“Ultimately, it’s only going to matter who is No.1 at the end of November,” he said. “I’ve got plenty of events left. My game is good enough and I feel like I can give it a good go. I’m very excited about it. It would be a great end to what has already been a great year for me.
“If I win the Race to Dubai, it will be great. If I don’t, I’m not going to sit at home and cry about it, but, obviously, it would be a huge thing for me to achieve. So, I’m going to give it my best performance every day to shoot the best scores I can, and, at the end of the year, hopefully, win that magnificent trophy.
Dream Come True
Lowry turned professional ten years ago, shortly after a life-altering win at the Irish Open as an amateur. The then 22-year-old defeated Robert Rock on the third hole of a play-off in the pouring rain at Baltray to become only the third amateur to win on the European Tour.
Lowry always maintained that nothing – not even a Major championship win – would ever top that fairytale week a decade ago. But has he changed his mind?
“I feel very lucky that I was able to experience a week like that – it’s like a dream,” he said, reflecting on his victory.
“It’s the same feeling I had in winning at Portrush. I didn’t know whether I would actually get a chance to achieve something like that. It’s almost like a dream come true.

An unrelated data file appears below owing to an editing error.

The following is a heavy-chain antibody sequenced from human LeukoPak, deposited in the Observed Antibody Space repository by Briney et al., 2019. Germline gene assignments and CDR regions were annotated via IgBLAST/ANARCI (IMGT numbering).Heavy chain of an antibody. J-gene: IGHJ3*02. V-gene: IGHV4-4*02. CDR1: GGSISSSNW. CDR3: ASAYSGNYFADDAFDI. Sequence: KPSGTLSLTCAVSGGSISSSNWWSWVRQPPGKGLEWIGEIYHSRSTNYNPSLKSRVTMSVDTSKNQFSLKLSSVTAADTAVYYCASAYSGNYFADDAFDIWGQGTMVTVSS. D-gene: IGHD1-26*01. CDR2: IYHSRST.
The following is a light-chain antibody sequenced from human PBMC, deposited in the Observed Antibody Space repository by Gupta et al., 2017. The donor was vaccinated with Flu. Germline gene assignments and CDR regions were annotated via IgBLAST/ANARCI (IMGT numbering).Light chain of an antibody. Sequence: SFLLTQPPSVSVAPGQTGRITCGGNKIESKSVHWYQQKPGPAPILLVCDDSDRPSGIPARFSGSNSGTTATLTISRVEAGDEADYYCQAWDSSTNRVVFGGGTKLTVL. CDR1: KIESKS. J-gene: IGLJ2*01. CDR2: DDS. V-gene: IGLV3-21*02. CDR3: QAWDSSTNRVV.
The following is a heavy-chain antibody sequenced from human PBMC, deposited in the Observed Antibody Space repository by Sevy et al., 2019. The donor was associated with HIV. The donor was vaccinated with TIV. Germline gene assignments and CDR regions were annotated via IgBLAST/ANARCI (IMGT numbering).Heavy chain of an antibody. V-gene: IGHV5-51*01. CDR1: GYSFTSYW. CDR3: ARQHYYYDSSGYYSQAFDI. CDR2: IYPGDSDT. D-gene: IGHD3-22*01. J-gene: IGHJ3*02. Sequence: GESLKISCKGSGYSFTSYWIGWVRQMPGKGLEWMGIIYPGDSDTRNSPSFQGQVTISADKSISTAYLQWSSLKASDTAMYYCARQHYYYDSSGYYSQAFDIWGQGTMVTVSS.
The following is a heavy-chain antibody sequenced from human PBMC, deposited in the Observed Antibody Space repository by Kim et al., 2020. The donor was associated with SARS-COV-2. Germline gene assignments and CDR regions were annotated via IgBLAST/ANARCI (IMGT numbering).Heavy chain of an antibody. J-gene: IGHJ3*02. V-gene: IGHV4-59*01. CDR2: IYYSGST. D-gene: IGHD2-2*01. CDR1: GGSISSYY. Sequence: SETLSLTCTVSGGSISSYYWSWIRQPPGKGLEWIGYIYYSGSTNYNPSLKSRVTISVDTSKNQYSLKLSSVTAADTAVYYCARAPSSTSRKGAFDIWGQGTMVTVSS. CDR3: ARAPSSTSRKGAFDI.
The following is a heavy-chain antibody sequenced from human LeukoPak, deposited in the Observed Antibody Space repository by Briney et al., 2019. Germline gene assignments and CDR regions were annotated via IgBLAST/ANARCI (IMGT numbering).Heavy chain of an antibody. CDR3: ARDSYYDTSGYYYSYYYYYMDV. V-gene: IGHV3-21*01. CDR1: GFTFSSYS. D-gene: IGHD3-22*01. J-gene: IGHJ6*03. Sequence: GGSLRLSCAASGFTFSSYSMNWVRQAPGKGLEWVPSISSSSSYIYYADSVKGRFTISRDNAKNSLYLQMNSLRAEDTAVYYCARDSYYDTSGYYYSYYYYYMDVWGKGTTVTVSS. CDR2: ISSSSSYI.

“To win The Open Championship on the island of Ireland is something you can only dream of – you couldn’t write it any better.”
Lowry’s dream year of 2019 began with a confident victory at the Abu Dhabi HSBC Championship for his fourth European Tour title and first Rolex Series event win.
“I set my stall out at the start of the year, along with my coach. We had some great conversations, and, literally, all we talked about was: ‘No matter what happens today, there’s always tomorrow, and no matter what happens this week, there’s always next week.’ What I’ve done two weeks ago is totally irrelevant when I stand on the golf course again.
“I won The Open and I’m a Major Champion, but that doesn’t give me the God-given right to go out and shoot 65 tomorrow – if you know what I mean? I still have to go out there and do my own thing and play my own game and see where it leaves me.”
That kind of attitude stood him in good stead as he took control during the third round at Portrush, carding a sensational 63.
He had to draw on all his experience to finish the job on Sunday in tough conditions, with a 72 for a six-shot victory.